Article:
SEMrush already makes competitor keyword research super easy…
But this SEMrush Keyword Research Template helps to automate the process, strategize keyword opportunities, and organize an SEO Roadmap.
Here’s the 6-step process for SEMrush keyword research:
- Determine Competitors
- Find Competitor Keywords
- Export Untapped Keywords
- Import Files To Google Sheet
- Begin Keyword Mapping
- Create Target Pages
If you don’t already have a SEMrush account, get a 7-day trial to get a free account.
We’ll be using their toolkit to access competitor insights and keyword data.
Step 1: Determine Competitors
There are 2 ways to find your SEO competitors…
Option 1 – For New Websites (Less than 3-6 months old)
Newer websites will almost always have less webpages and organic keyword rankings than competitors.
If this is the case, find SEO competitors by performing an organic search for the primary target keyword + city.
This will return local results – this includes Google Ads, Local Pack, and localized Organic Results.
For now, we’ll only be looking at the Organic results…
In this example, we didn’t need to move past the 1st page of Google to find the top competitors for our keyword.
Pro Tip: Ranking in Local Pack can generate tons of calls for local businesses, and shouldn’t be ignored. Use this Google My Business Audit Guide to improve rankings in Local Pack by leveraging competitor insights.
For some keywords, local directories like Yelp, niche lists, and local news outlets might appear like this…
It’s important to exclude these from keyword research.
Once organic competitors have been identified, note them in the SEMrush Keyword Research Sheet by copy & pasting the homepage.
Now, I’ll cover the second method to find organic competitors…
Option 2 – For Aged Websites (Over 6 months old)
For websites that have been around for awhile, it’s possible to find SEO competitors much faster by using SEMrush’s Organic Research Tool.
Just enter your domain…
And then scroll down to view the main organic competitors…
Generally, it’s best to choose the top 3 competitors with the highest competition level and with most keywords in common.
Afterwards, enter the competing domains into the keyword research sheet.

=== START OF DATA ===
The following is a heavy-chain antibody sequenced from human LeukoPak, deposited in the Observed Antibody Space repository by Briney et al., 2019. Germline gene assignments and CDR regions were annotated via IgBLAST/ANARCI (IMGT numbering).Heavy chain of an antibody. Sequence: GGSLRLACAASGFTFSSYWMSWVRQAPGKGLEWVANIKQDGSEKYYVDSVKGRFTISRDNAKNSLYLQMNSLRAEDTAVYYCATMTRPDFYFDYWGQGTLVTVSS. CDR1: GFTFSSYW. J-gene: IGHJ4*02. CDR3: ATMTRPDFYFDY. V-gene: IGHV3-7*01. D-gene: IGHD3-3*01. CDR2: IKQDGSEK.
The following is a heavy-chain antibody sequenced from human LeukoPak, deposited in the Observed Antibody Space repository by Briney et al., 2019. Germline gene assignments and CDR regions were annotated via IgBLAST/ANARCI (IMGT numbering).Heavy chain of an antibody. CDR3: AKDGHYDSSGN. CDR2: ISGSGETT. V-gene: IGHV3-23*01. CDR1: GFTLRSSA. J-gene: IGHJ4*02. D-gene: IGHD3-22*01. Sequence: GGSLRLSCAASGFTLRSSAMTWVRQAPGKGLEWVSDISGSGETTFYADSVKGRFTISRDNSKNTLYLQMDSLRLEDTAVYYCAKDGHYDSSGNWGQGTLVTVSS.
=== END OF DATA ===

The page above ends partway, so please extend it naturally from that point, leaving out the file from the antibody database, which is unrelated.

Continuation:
Once each competitor is entered, a link will be automatically generated to view each competitor’s keywords.
Pro Tip: It’s always a good idea to use both keyword research Option #1 & Option #2 to validate one another.
For now, we won’t use these keyword links, but they’re super helpful for quick access and easy reference.
Step 2: Find Competitor Keywords
To find competitor keywords, we’ll be using SEMrush’s Keyword Gap Tool.
Just enter your domain, and the domains of each competitor.
Next, add a filter to view only competitor keyword rankings from positions 1-30.
We’ll want to be looking at the following keyword filters:
- Missing Keywords – those that your website does not rank for, but all competitors do.
- Untapped Keywords – those that your website does not rank for, but at least 1 competitor has rankings.
Now, we’ll want to export these lists for further analysis…
Pro Tip: It can be super helpful to apply other filters like excluded branded keywords related to competitors such as business names, or to only include keywords directly related to services.
Step 3: Export Untapped Keywords
To export the competitor keyword list, just choose the “Export” option, and download as a CSV file.
Be sure that the correct files are exported, which should be the “Missing” and “Untapped” keywords.
Step 4: Import Files To Google Sheet
Head over to the “Import Sheet” within the SEMrush Keyword Research Template.
Import the keywords from SEMrush to this sheet using the following steps…
- Select cell A1
- Go to “File”
- Select “Import” from the dropdown
- Choose the “Upload” option
- Select “Replace data at selected cell”
Repeat this process for each additional file exported from SEMrush (if applicable).
Step 5: Begin Keyword Mapping
Once each file has been uploaded to the “Import Sheet,” the “Opportunities” sheet will automatically be populated with the competitors’ keywords.
This includes the keyword and monthly search volume.
If the keyword is relevant to your website, select “yes” and “map” the keyword to the name of a new (or existing) webpage.
Next, duplicate or rename the “Homepage” sheet with the new (or existing) target page name.
This will automatically map each keyword to that target page, and the process can be repeated to map other keywords to different target pages.
Note, the formula in the first cell for target pages may need to be deleted and copied in order for the function to run.
Pro Tip: This process can be used to create site structure, and plan prioritized content to be published on the website by creating additional target pages. Site structure can be shown by a visual hierarchy of sheet colors.
Each “Target Page” sheet will contain several data points that makes it easy to assign a page value, and provides a link to the ranking pages which can be used as examples to create and publish the content.
Step 6: Create Target Pages
Once keywords have been mapped, the content will then need created.
In some cases, an overwhelming amount of content may be needed.
Pages can be prioritized based on the “Click Value” of a target page.
The click value is a calculation of the keyword’s monthly search volume multiplied by the cost-per-click (CPC) data.
This makes it helpful to prioritize which pages should be created first.
Pro Tip: Don’t forget to add keywords to a tracking software like SEMrush in order to measure progress and track progress. This should be done before publishing the content (Target Pages).
Following this process makes keyword research super easy and scalable by adding automation and organization to the keyword research process.
And if done correctly, leads to increasing keyword rankings and website traffic which means…
Happy SEO-ing 🙂